Western University is helping humanity get one step closer to Saturn thanks to a university professor's contribution.

NASA has selected a space-exploring plan co-led by Western University and John Hopkins University.

Catherine Neish, an earth sciences professor at Western, contributed to the proposed mission "Dragonfly": a rover-craft that might be approved to explore the possibility of biochemical life on Saturn’s moon Titan.  

“The rover-craft is like a drone flying around a neighbourhood but on a much bigger scale,” Neish explained.

NASA has a mission every five years where they put out a call for proposals in space missions ranging in different categories. In December 2017, the Dragonfly project was selected as one of the two projects selected for further study.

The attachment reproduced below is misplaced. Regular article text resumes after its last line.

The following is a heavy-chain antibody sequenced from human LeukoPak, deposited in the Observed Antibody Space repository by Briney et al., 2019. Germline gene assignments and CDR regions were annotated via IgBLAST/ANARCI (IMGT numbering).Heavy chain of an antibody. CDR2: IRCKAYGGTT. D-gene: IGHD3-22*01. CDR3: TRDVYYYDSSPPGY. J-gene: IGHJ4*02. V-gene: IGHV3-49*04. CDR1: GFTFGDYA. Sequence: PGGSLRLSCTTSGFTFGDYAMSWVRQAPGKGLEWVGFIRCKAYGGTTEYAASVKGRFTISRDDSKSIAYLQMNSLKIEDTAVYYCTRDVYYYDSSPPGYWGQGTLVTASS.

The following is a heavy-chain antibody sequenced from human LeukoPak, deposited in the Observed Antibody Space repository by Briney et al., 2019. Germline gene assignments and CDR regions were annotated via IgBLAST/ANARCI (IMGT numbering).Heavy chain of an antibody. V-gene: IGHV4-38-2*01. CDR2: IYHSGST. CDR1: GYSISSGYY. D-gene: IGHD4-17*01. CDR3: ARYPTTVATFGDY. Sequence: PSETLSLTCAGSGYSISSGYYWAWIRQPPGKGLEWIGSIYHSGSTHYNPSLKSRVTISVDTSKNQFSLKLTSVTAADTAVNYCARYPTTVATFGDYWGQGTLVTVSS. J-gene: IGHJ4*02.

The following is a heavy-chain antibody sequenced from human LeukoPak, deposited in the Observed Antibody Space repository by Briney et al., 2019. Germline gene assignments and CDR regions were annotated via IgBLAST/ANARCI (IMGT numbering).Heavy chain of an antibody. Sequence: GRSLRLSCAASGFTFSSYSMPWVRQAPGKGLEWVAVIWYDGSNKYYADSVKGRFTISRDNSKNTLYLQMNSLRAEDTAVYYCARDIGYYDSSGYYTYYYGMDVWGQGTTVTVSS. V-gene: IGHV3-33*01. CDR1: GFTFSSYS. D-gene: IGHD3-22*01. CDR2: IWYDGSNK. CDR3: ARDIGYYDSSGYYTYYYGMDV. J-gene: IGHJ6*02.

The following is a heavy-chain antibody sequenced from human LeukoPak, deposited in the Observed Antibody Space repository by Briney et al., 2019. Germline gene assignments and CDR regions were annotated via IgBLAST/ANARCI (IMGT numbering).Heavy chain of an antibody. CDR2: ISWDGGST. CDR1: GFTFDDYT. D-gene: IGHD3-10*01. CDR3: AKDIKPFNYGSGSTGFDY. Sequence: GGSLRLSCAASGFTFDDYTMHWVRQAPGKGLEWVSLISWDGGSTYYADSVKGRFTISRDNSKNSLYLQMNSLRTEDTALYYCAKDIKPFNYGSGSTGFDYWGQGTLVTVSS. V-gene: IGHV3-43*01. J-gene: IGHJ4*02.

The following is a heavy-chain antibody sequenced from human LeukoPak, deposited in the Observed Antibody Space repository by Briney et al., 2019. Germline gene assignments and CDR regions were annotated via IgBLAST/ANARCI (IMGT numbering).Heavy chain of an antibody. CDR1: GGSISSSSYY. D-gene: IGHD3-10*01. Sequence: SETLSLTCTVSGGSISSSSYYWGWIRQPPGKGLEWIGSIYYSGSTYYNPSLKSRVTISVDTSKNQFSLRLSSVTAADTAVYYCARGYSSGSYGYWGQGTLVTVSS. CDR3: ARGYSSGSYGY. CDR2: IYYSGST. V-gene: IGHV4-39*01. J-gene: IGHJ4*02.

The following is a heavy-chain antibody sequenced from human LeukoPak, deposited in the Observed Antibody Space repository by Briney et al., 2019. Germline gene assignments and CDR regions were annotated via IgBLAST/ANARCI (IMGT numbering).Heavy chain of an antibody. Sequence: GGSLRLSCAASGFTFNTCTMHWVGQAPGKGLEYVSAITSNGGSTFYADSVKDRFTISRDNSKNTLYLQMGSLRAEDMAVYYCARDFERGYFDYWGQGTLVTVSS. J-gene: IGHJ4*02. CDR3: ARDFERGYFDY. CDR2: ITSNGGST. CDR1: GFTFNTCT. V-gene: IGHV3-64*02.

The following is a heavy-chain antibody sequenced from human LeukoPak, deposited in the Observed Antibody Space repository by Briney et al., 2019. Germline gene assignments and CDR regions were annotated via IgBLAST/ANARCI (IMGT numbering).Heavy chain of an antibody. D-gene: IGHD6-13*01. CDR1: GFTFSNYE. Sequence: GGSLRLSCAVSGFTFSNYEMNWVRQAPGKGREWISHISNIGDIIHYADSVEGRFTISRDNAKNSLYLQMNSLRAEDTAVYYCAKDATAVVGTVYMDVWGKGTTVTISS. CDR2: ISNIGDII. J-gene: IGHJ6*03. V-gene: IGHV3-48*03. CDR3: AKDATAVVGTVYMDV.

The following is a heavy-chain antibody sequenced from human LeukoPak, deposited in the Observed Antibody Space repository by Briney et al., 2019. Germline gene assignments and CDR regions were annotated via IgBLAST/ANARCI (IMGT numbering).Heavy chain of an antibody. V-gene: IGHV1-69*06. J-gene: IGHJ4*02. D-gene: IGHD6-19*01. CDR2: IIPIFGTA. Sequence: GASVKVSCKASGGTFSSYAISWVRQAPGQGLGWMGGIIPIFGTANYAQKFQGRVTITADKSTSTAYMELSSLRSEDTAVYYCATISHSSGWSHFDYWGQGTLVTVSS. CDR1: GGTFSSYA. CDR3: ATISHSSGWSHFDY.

Both teams have been given funds from NASA to develop additional studies; they have until December to complete them. A decision will be made in mid-2019 regarding which out of these two missions will take flight.

“When I was a PhD student intrigued by the pre-biochemistry of Titan, I predicted that there should be products of life on it,” Neish commented. “Parts, molecules that make up life. So, at the end of my thesis I concluded that we should go to Titan and see if we can detect these molecules.”

It will hopefully be an inspiring venture for students — research can translate to real-world impact.

“I didn’t think I would have any chance to test my thesis, so this chance to test the experimental work I did in my PhD is very exciting,” Neish said.